Bangladesh Factory Owners Threaten Legal Action
Dozen Factories Need Significant Work
Garment factory owners in Bangladesh are threatening to pursue legal action over the cost of closures due to alleged safety violations. The apparel factory owners say they alone cannot cover the costs of both repair work and paying employees while the factories are closed for months. Two different agreements backed by retailers – the Accord on Fire & Building Safety in Bangladesh and the Alliance for Bangladesh Worker Safety – have mandated independent inspections for a number of safety issues. A dozen factories so far have been deemed to need significant work under the Accord, while another five under the Alliance have been identified as needing to suspend production.
The owner of Softex Cotton, a Dhaka-based factory, has threatened legal action against the Accord and demanded $100 million in compensation after his factory was closed because of alleged structural problems. While the Accord requires brands to maintain orders with suppliers for two years – even during closure – factory owners fear their facilities will lose orders from having to shutter.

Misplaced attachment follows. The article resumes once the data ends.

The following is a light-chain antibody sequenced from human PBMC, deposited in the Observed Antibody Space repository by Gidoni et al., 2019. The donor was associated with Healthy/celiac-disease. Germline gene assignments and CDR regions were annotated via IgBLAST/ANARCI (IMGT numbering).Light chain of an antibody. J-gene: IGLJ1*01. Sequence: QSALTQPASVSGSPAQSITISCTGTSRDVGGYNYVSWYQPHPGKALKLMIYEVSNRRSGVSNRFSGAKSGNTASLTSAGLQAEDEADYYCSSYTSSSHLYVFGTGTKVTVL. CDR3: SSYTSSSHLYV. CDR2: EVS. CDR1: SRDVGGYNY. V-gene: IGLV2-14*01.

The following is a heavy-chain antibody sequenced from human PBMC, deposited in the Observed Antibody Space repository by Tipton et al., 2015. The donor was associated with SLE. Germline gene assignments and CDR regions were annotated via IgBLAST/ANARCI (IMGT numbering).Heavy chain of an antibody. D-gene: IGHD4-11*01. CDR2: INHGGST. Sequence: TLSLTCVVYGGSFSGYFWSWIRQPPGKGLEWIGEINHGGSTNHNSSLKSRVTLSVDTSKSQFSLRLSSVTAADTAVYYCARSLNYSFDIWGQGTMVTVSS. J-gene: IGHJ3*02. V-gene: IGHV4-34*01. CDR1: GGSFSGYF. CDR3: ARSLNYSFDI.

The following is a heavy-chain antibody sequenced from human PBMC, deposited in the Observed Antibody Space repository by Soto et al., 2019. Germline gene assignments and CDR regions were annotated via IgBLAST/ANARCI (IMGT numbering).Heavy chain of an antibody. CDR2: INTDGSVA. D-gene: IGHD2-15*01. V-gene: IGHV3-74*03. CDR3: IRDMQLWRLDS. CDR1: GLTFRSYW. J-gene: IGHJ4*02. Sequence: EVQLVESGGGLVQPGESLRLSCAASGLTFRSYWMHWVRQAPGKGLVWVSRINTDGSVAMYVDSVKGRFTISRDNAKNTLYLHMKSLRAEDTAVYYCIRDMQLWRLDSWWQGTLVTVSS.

It is still undetermined under the Accord who will pay workers during factory repairs. Jenny Holdcroft, policy director for international union IndustriALL, says the issue was left open to make sure factory owners could make a contribution. “This was always going to be a topic of negotiation,” Holdcroft told The Guardian. “Brands don’t want to commit to paying so that rich factory owners who have just pocketed the profits and not been spending on their factories for years continue to do so.”
The Alliance, which is backed by Walmart and Gap among other U.S. retailers, has set aside $5 million to help pay factory workers at buildings where improvements are needed. The inspections and safety agreements stem from last year’s Rana Plaza building collapse, which killed 1,138 people.
“The Alliance is sharing the worker’s salary along with entrepreneurs, so now there is a big confusion. We had a big meeting with the Accord to make them understand they have to come forward or how will we help our workers?” said Shaidullah Azim, a director of the Bangladeshi garment manufacturers association.